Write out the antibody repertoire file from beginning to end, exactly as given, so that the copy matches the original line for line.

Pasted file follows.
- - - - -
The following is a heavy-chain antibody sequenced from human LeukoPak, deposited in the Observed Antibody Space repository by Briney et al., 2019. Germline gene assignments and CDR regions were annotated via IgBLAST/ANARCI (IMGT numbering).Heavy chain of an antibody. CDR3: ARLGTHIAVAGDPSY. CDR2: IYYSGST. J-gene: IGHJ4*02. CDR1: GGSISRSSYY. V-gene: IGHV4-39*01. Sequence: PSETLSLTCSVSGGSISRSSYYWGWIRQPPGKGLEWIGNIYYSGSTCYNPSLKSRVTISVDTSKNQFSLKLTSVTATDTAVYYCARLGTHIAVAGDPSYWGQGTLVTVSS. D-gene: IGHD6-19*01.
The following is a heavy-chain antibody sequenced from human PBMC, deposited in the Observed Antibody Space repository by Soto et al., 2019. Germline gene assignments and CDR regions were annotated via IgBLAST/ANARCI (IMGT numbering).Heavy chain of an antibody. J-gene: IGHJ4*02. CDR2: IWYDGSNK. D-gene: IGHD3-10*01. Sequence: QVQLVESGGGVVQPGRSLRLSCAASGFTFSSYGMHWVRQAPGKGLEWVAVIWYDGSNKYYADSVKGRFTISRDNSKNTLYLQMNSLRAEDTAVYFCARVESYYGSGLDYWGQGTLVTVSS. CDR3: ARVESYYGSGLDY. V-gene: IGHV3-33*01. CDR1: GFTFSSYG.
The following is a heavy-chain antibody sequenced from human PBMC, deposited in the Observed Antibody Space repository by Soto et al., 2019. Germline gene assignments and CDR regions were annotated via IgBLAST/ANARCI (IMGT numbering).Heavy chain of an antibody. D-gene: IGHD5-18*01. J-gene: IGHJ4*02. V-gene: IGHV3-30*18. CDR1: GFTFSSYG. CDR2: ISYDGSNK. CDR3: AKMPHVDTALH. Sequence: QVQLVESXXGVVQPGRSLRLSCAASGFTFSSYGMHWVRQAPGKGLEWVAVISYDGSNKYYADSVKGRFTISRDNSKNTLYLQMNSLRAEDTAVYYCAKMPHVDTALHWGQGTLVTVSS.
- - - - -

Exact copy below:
The following is a heavy-chain antibody sequenced from human LeukoPak, deposited in the Observed Antibody Space repository by Briney et al., 2019. Germline gene assignments and CDR regions were annotated via IgBLAST/ANARCI (IMGT numbering).Heavy chain of an antibody. CDR3: ARLGTHIAVAGDPSY. CDR2: IYYSGST. J-gene: IGHJ4*02. CDR1: GGSISRSSYY. V-gene: IGHV4-39*01. Sequence: PSETLSLTCSVSGGSISRSSYYWGWIRQPPGKGLEWIGNIYYSGSTCYNPSLKSRVTISVDTSKNQFSLKLTSVTATDTAVYYCARLGTHIAVAGDPSYWGQGTLVTVSS. D-gene: IGHD6-19*01.
The following is a heavy-chain antibody sequenced from human PBMC, deposited in the Observed Antibody Space repository by Soto et al., 2019. Germline gene assignments and CDR regions were annotated via IgBLAST/ANARCI (IMGT numbering).Heavy chain of an antibody. J-gene: IGHJ4*02. CDR2: IWYDGSNK. D-gene: IGHD3-10*01. Sequence: QVQLVESGGGVVQPGRSLRLSCAASGFTFSSYGMHWVRQAPGKGLEWVAVIWYDGSNKYYADSVKGRFTISRDNSKNTLYLQMNSLRAEDTAVYFCARVESYYGSGLDYWGQGTLVTVSS. CDR3: ARVESYYGSGLDY. V-gene: IGHV3-33*01. CDR1: GFTFSSYG.
The following is a heavy-chain antibody sequenced from human PBMC, deposited in the Observed Antibody Space repository by Soto et al., 2019. Germline gene assignments and CDR regions were annotated via IgBLAST/ANARCI (IMGT numbering).Heavy chain of an antibody. D-gene: IGHD5-18*01. J-gene: IGHJ4*02. V-gene: IGHV3-30*18. CDR1: GFTFSSYG. CDR2: ISYDGSNK. CDR3: AKMPHVDTALH. Sequence: QVQLVESXXGVVQPGRSLRLSCAASGFTFSSYGMHWVRQAPGKGLEWVAVISYDGSNKYYADSVKGRFTISRDNSKNTLYLQMNSLRAEDTAVYYCAKMPHVDTALHWGQGTLVTVSS.